The result of not having a good camera on me at all times is that I have to pay extra attention to the sights around me so that I may remember the good ones. I am therefore forced to focus on the perfect frame of sunset in front of me. The sun is already gone and has left behind a medley of yellows, blues, purples, blacks and greens. The greens catch my eye. Where the trees are a dark brown silhouette in the background, the lawn in front of me, in its effort to bounce off the setting sun’s light is a warm shade of green. The green is comfortable, soothing and pleasing. It reminds me of my mom’s pallu, the magic cape that never fails to comfort a child.
The air is cool and the road behind me, empty. Laya prances around in the in the distance. Her paws are hidden behind the blades of the grass. All the dogs and their owners have left. We are alone here. She finds her way back to me and sits down. We both watch the drama unfold in the western sky as it changes colors unhurriedly. I remember last Saturday when her and I witnessed the sunrise on the river — similar display of colors but a different sentiment. The sentiment then was of a refreshing and invigorating beginning of a fresh day. The sentiment now is that of relaxing and of dimming, of reducing activities and unbinding. Now is the time to dissolve the turbulence of my life and find stillness. It is the stillness that will balance volatility like a stable pot balances a boiling broth.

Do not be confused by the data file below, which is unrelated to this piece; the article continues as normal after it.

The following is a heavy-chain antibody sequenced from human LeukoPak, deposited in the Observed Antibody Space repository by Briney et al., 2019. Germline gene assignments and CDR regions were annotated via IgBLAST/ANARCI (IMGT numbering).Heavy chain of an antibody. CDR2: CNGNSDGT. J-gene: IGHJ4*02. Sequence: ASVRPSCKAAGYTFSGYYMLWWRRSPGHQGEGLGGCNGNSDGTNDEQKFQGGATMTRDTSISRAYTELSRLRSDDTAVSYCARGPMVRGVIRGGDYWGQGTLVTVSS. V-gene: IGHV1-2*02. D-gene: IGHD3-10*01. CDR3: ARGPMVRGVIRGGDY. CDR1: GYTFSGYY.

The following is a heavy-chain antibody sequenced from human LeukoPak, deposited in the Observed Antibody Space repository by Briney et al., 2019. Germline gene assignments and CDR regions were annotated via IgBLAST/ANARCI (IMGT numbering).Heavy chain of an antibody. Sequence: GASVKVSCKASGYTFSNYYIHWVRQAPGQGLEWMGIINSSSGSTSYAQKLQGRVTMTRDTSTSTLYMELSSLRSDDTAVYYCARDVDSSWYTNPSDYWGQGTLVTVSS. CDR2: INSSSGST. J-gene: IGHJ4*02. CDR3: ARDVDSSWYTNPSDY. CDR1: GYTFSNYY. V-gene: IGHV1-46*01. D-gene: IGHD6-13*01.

Moreover, now is the time to stop writing in my notebook, look upwards and finish gazing.
pallu is an Indian word for the part of a woman’s saree that hangs over the shoulder in the back